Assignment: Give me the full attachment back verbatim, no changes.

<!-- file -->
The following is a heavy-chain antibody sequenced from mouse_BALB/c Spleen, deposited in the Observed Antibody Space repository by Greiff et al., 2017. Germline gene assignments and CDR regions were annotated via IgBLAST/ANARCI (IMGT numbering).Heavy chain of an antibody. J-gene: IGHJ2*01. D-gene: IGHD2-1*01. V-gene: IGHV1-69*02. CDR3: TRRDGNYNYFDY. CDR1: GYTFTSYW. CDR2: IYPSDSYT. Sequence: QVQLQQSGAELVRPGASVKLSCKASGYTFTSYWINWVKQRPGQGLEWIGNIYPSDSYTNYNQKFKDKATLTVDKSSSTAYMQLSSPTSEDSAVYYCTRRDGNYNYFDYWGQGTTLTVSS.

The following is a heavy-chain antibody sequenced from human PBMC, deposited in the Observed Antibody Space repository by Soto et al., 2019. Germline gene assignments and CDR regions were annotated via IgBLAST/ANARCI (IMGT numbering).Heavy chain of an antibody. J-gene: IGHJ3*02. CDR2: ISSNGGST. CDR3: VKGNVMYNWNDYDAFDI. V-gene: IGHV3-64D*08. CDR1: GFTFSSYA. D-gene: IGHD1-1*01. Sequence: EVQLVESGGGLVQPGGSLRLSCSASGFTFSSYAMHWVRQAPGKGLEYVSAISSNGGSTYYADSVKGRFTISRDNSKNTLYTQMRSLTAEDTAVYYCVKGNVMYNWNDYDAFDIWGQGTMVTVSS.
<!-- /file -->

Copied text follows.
The following is a heavy-chain antibody sequenced from mouse_BALB/c Spleen, deposited in the Observed Antibody Space repository by Greiff et al., 2017. Germline gene assignments and CDR regions were annotated via IgBLAST/ANARCI (IMGT numbering).Heavy chain of an antibody. J-gene: IGHJ2*01. D-gene: IGHD2-1*01. V-gene: IGHV1-69*02. CDR3: TRRDGNYNYFDY. CDR1: GYTFTSYW. CDR2: IYPSDSYT. Sequence: QVQLQQSGAELVRPGASVKLSCKASGYTFTSYWINWVKQRPGQGLEWIGNIYPSDSYTNYNQKFKDKATLTVDKSSSTAYMQLSSPTSEDSAVYYCTRRDGNYNYFDYWGQGTTLTVSS.

The following is a heavy-chain antibody sequenced from human PBMC, deposited in the Observed Antibody Space repository by Soto et al., 2019. Germline gene assignments and CDR regions were annotated via IgBLAST/ANARCI (IMGT numbering).Heavy chain of an antibody. J-gene: IGHJ3*02. CDR2: ISSNGGST. CDR3: VKGNVMYNWNDYDAFDI. V-gene: IGHV3-64D*08. CDR1: GFTFSSYA. D-gene: IGHD1-1*01. Sequence: EVQLVESGGGLVQPGGSLRLSCSASGFTFSSYAMHWVRQAPGKGLEYVSAISSNGGSTYYADSVKGRFTISRDNSKNTLYTQMRSLTAEDTAVYYCVKGNVMYNWNDYDAFDIWGQGTMVTVSS.